Blog: Burnt Shale and Saugus Formation CA 23

Posted 13 April 2016 by A.G. Sylvester ©

The Monterey Shale has several pockets of “burnt rock” resulting from the combustion of natural gas in very rich organic layers. The pockets are in a belt about 14 miles long along Oak Ridge south of Fillmore. The largest pocket is in Grimes Canyon where vesicular black, reddish-brown, yellow, and white rock is sold as “lava rock” and used for decorative stone. Low temperature oxidation of pyrite appears to play an important role as a catalyst for the spontaneous combustion of the hydrocarbon in the rock. Rock temperatures exceeded 3,000° F, melting the rocks and producing small intrusive masses.

To reach the Grimes Canyon quarries, proceed south from Fillmore on CA 23 past the Elkins Ranch oil field (PM 21.5) at the base of the grade. Shallow wells produce from the Sespe Formation at the crest of the Oak Ridge anticline.  Outcrops on both sides of the canyon at PM 20.5 expose the Monterey burnt shale. The quarries are on privately owned and require trespass permission to visit them.

Continue uphill and south on CA 23. All the south-dipping beds are on the south flank of the Oak Ridge anticline. Quarries west and east of the large roadcuts in the switch backs at crest of the grade (PM 19.6) expose yellow sand and gravel of the lower Saugus Formation, which consists of interbedded shallow-marine to brackish water sandstone, siltstone, pebble-to-cobble conglomerate, and coquina beds that grade laterally and vertically into non-marine sandstone, siltstone, and conglomerate.  The quarries produce bulk sand and gravel for road base and plaster. The lower Saugus Formation was deposited in a delta by west-flowing streams in Pleistocene time (about 2.5 to 0.7 million years ago).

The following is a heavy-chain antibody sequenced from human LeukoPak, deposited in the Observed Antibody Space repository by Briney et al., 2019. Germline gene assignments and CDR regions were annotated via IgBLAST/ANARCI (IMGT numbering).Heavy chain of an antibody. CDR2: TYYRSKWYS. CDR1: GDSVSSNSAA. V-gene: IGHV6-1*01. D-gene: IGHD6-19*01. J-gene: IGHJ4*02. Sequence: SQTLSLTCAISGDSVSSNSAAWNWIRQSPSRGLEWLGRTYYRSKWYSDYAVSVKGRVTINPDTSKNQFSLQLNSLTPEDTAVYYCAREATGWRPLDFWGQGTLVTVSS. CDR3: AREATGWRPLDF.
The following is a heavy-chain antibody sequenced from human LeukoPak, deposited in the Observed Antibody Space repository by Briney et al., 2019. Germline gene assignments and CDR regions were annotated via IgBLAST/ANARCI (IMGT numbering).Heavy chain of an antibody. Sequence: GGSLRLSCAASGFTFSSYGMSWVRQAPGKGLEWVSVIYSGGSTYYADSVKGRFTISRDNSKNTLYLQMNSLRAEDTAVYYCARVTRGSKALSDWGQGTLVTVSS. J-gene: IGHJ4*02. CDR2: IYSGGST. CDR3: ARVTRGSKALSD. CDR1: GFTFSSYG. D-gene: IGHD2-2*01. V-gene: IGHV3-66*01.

DSC00205SR23Pliocene1COPY

Roadcut at the crest of CA 23 in yellow sand and gravel of the Saugus Formation (34° 20.57N, 118° 54.46W).

CA 23 continues downhill about three miles to Moorpark through light gray to brown pebbly soil derived from weathering of upper Saugus Formation gravel, sand and clay, which also dip south in the south flank of the Oak Ridge anticline.

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